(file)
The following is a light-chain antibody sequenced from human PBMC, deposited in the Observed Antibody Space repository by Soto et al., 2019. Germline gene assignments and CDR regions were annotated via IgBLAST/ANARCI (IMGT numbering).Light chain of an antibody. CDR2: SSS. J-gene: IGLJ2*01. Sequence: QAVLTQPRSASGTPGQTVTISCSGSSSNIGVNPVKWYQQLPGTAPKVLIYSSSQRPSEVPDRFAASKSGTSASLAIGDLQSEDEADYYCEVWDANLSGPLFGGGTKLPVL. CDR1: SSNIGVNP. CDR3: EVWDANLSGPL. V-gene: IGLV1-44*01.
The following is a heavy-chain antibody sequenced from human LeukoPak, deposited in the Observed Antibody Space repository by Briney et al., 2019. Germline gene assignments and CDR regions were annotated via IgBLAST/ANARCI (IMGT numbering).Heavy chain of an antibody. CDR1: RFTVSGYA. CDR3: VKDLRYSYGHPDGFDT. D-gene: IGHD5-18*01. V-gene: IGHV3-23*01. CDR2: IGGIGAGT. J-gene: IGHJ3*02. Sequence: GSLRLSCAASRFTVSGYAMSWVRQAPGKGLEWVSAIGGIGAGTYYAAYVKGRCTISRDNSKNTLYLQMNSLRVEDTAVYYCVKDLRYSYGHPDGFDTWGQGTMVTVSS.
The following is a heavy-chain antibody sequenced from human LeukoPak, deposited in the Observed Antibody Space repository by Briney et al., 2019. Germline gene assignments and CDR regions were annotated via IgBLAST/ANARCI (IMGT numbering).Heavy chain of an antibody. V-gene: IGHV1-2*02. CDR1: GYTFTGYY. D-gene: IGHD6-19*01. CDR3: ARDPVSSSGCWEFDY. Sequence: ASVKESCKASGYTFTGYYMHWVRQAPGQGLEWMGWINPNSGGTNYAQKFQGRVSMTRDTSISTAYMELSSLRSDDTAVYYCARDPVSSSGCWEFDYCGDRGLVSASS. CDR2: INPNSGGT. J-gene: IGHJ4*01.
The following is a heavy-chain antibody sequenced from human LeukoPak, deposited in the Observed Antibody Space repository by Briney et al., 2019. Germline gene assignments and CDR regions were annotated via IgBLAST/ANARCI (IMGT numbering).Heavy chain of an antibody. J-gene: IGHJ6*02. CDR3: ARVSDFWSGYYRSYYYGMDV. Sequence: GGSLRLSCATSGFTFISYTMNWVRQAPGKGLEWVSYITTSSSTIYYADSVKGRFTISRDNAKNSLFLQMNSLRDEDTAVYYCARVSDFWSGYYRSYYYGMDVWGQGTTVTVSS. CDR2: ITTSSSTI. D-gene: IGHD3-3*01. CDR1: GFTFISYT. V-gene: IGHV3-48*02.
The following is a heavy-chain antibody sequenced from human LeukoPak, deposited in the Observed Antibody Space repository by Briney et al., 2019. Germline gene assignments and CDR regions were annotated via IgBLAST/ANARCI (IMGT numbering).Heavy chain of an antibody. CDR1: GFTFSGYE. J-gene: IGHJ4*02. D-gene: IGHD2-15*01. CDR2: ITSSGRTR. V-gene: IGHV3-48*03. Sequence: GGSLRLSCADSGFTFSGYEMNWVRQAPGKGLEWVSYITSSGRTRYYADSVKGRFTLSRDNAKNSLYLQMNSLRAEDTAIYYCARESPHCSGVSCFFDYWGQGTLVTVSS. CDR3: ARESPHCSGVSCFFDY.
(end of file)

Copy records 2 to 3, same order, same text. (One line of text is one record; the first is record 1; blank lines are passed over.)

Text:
The following is a heavy-chain antibody sequenced from human LeukoPak, deposited in the Observed Antibody Space repository by Briney et al., 2019. Germline gene assignments and CDR regions were annotated via IgBLAST/ANARCI (IMGT numbering).Heavy chain of an antibody. CDR1: RFTVSGYA. CDR3: VKDLRYSYGHPDGFDT. D-gene: IGHD5-18*01. V-gene: IGHV3-23*01. CDR2: IGGIGAGT. J-gene: IGHJ3*02. Sequence: GSLRLSCAASRFTVSGYAMSWVRQAPGKGLEWVSAIGGIGAGTYYAAYVKGRCTISRDNSKNTLYLQMNSLRVEDTAVYYCVKDLRYSYGHPDGFDTWGQGTMVTVSS.
The following is a heavy-chain antibody sequenced from human LeukoPak, deposited in the Observed Antibody Space repository by Briney et al., 2019. Germline gene assignments and CDR regions were annotated via IgBLAST/ANARCI (IMGT numbering).Heavy chain of an antibody. V-gene: IGHV1-2*02. CDR1: GYTFTGYY. D-gene: IGHD6-19*01. CDR3: ARDPVSSSGCWEFDY. Sequence: ASVKESCKASGYTFTGYYMHWVRQAPGQGLEWMGWINPNSGGTNYAQKFQGRVSMTRDTSISTAYMELSSLRSDDTAVYYCARDPVSSSGCWEFDYCGDRGLVSASS. CDR2: INPNSGGT. J-gene: IGHJ4*01.